The Genasun controller’s manual says you can go up to 9A of input current. The manual that came with my CTK-EV300 doesn’t indicate a maximum input current but claims “≤ 300W” power. If we assume this was measured at the maximum input voltage of 50V, that would indicate 6A max input current. This is consistent with anecdotal reports I’ve read that this unit tends to overheat if connected to more than 200 watts of solar panels. Your input voltage is likely to be lower than 50V so it makes sense that realistic working limit is closer to 100-150 watts, depending on your input and output voltage.
The panel’s maximum power must not exceed the battery’s maximum charging current
Plug-in chargers come with simple, straight-forward charge current ratings like “2 amps” or “4 amps.” This is made possible by the fact that the AC wall outlet (mains/grid) is a constant and effectively unlimited power source. Your solar charge controller is designed to always output the maximum power possible under the current solar conditions. These vary significantly over time and depend on the size of your solar panel so it’s not as simple to know the maximum output current. It’s up to you to ensure that the maximum output current does not exceed your battery pack’s ability to handle the current.
The highest sustained charge current will occur when the battery is at it’s lowest voltage and solar conditions are absolutely ideal. Even if your 100 watt solar panel typically outputs 80 watts, on a cold, sunny day you may see it sustain 100 watts long enough to be a concern if your battery can’t handle the extra input current. You need to plan for this scenario by sizing your solar panel to match your battery.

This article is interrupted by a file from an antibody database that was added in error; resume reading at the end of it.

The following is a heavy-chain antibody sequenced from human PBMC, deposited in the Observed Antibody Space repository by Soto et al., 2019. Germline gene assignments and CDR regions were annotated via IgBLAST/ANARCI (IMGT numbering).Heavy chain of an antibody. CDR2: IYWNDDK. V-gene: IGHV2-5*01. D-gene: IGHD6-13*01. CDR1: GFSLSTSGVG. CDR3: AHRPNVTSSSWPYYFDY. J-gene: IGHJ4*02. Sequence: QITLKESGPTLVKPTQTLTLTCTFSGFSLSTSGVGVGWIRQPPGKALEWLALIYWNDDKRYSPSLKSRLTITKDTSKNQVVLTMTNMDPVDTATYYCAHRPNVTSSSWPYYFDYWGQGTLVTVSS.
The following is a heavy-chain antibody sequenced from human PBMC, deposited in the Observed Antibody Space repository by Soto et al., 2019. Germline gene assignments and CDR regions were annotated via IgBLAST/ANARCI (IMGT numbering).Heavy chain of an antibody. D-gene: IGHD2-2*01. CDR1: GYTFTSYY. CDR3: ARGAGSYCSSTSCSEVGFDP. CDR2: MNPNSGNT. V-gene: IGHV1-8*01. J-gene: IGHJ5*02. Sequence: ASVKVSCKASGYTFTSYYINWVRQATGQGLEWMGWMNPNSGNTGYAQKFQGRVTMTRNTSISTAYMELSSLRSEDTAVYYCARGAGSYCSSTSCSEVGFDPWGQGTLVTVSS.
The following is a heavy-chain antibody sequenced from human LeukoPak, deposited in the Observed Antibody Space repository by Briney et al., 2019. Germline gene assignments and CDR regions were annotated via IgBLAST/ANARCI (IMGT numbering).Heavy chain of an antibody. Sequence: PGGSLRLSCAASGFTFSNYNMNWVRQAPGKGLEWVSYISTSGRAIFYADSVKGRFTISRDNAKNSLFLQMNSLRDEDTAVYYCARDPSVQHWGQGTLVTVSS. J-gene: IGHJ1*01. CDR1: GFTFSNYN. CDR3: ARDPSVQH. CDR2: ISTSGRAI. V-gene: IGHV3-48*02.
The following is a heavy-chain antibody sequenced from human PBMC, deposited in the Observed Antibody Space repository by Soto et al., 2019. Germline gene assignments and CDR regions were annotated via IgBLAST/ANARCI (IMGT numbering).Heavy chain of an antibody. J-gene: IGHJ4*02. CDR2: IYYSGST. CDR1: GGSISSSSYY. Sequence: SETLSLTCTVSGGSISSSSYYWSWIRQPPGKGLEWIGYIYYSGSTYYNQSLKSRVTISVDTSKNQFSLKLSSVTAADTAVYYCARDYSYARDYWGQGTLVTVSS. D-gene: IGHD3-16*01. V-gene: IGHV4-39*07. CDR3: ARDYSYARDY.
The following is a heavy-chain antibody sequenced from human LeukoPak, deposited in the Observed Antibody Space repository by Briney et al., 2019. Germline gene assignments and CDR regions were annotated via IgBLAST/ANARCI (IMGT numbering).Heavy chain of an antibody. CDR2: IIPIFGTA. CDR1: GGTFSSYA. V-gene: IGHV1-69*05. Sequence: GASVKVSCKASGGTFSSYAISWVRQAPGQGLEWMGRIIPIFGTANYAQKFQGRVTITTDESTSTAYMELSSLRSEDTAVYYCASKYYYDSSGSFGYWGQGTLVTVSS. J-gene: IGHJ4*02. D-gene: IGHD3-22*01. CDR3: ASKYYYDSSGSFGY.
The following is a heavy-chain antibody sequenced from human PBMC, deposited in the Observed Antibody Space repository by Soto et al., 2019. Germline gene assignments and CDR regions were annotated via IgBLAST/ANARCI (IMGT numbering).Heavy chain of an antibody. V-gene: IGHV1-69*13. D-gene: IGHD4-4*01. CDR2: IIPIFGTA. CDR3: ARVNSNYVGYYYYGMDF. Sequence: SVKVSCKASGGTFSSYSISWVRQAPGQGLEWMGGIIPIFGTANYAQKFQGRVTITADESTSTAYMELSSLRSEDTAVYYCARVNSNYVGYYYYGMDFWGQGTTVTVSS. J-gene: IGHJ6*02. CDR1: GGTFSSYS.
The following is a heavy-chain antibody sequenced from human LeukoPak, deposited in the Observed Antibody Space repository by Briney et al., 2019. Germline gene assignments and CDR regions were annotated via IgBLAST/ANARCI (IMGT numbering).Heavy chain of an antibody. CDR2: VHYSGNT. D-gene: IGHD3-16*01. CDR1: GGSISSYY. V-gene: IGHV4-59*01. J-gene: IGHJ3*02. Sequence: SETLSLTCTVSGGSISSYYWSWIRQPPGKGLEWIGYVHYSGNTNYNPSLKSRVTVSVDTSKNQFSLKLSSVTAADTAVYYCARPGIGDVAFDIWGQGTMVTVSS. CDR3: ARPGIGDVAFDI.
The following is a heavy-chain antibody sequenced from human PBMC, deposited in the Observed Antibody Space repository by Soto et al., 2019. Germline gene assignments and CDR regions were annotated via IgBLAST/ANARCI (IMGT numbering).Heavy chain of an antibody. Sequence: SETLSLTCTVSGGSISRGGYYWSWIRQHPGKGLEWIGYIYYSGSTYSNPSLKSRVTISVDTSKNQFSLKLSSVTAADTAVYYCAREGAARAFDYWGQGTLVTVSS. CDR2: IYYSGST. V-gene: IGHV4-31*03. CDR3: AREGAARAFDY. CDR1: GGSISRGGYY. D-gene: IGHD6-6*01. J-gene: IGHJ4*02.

For example, RadPower ebikes all ship with a 2A charger so we know the battery can handle at least 2A of charge. However, their 48V 14Ah battery uses Samsung 35E cells. According to the 35E cell datasheet, these cells are rated for up to 2A of charge current per cell. With 4 cells in parallel, that gives a theoretical maximum charge current of 8A for the pack. However, the charge port is a relatively tiny 5.5mm barrel plug which certainly cannot handle 8A and the BMS most likely wouldn’t accept an 8A charge on the charge port. In this case, you could try going to 3A or 4A on the charge port and seeing if the plug gets too hot and if the BMS will cut off or will allow it. If that doesn’t work, you could try charging the battery through the discharge wires (see warnings above). Samsung recommends 1A per cell charge current for maximum cycle life so I would suggest keeping the “typical” solar charge current to 4A for this pack. Occasional spikes to 6A or 8A during regenerative braking and super-optimal solar conditions will probably be fine.
If you’re reading this far, you’re probably pretty serious about building a solar ebike. Hopefully, this has been helpful in selecting the right components for your project. Maybe you figured out that you need two solar charge controllers instead of just one or that you need a second battery to handle all the power from your large solar array. If you’re starting small with just 50-200 watts of solar panels then you’ll probably be fine with a single solar charge controller and your current 36V, 48V or 52V battery. You’ll find that most solar panels fit within the current and voltage limits outlined here. Things can get trickier as you add more solar panels so remember to review all the specs when you upgrade.